APPLICATIONS OF TECHNOLOGY:
- Lab-on-a-chip design and manufacturing
- Automated biological and chemical assays
- Chemical surface coating
- Multi-jet printing
- Artificial photosynthesis
- Simple design is easy and quick to manufacture
- Maintains separation of individual fluids
- Thin and versatile
- Inherently scalable, in theory from nanometers to meters
Berkeley Lab researchers led by Ömer Savaş and Kenneth Lee have developed an innovative biomimetic design for devices that, like networks of blood vessels or the veins of a leaf, can transport fluids from tiny to large channels in a matter of inches. Fluids transported through the Berkeley Lab devices travel in independent channels that narrow — in a stepwise, layered sequence — from macroscopic to microscopic scales. In reverse, the layered design can move fluids through channels that widen from the microscale to macroscale.
The device’s architecture can accommodate a wide variety of fluidic transport designs and mimics nature’s system of self-similarity, used to build networks of branching channels. (Self-similarity follows the same mathematical rules governing the fractal shapes of snowflakes or determining the structure of blood vessels and capillaries to build networks of branching channels.) To make a device capable of transporting fluids from a single, wide channel to multiple micro-channels, the engineering team developed a system of tiles containing a single pattern of channels and holes, built up in layers. The base layer is a single square tile containing the mother pattern; the second layer contains four daughter copies of the same, “self-similar” pattern — but at one-quarter the size. With each successive layer, the patterns remain identical, but the number of tiles increases geometrically while their size shrinks proportionally. (See Fig. 1a)
Because of the self-similarity and symmetry of these designs, the holes in each layer are perfectly positioned to transport fluids from a single mother tile to the multiple daughter tiles in the next layer. The power of the design comes into play when more than one fluid channel is etched into the initial layer. (Fig 1c-h) As the geometries shrink, layer-by-layer, the integrity of each discrete fluid channel is retained, so that two, three, or perhaps hundreds of separate channels can transport their liquids or gases from macro-to-micro, or micro-to-macro, while remaining isolated from each other. These are precisely the characteristics needed for lab-on-a-chip or artificial photosynthetic device architectures.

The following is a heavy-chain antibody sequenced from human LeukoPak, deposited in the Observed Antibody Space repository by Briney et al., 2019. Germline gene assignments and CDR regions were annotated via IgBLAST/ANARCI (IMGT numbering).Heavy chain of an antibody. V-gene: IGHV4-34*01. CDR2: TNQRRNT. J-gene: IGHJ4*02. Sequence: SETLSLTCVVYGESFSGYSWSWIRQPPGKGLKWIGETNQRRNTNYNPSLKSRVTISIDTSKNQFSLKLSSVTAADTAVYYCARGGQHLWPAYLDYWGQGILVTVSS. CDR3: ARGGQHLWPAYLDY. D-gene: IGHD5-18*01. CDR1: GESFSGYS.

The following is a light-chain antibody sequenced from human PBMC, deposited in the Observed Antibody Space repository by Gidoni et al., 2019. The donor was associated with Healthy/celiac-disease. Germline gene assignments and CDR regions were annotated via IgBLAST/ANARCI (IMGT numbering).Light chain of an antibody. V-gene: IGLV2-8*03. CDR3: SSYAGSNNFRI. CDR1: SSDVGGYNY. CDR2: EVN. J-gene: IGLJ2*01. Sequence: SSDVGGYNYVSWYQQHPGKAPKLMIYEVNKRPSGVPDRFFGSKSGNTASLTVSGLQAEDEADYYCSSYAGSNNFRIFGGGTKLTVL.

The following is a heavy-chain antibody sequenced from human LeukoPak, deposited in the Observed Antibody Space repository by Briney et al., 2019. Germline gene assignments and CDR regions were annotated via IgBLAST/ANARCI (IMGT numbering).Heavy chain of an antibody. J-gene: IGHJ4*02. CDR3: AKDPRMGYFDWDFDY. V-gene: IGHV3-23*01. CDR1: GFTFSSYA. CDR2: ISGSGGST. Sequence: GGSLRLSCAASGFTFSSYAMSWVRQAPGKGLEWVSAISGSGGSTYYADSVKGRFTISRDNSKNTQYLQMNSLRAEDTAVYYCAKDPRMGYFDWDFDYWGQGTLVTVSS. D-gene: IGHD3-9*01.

The system is inherently scalable. In theory, it would be possible to build a system that carries fluids from pipes measured in meters to a network of capillaries measured in nanometers, or vice versa. Channel networks can be fabricated using etching techniques pioneered in the semiconductor industry. Because of its mathematical foundations, the architecture lends itself readily to computer-aided design and manufacturing, which would be helpful for engineers as the complexity of their channel networks increases. Ultimately, this nature-inspired design system can be harnessed by engineers to build processes that improve on nature for manufacture of complex molecules or production of sustainable fuels.
This capacity to transport liquids or gases simultaneously, in isolated streams at changing volumes, is crucial for “lab-on-a-chip” devices that need to deliver reactants between micro- and macroscales. It can facilitate design of artificial photosynthetic systems that will deliver water to microscale reaction sites for solar-driven water splitting, while drawing off hydrogen and oxygen separately to avoid recombination.DEVELOPMENT STAGE: Bench-scale prototype
STATUS: Patent pending. Available for licensing or collaborative research.
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REFERENCE NUMBER: IB-3088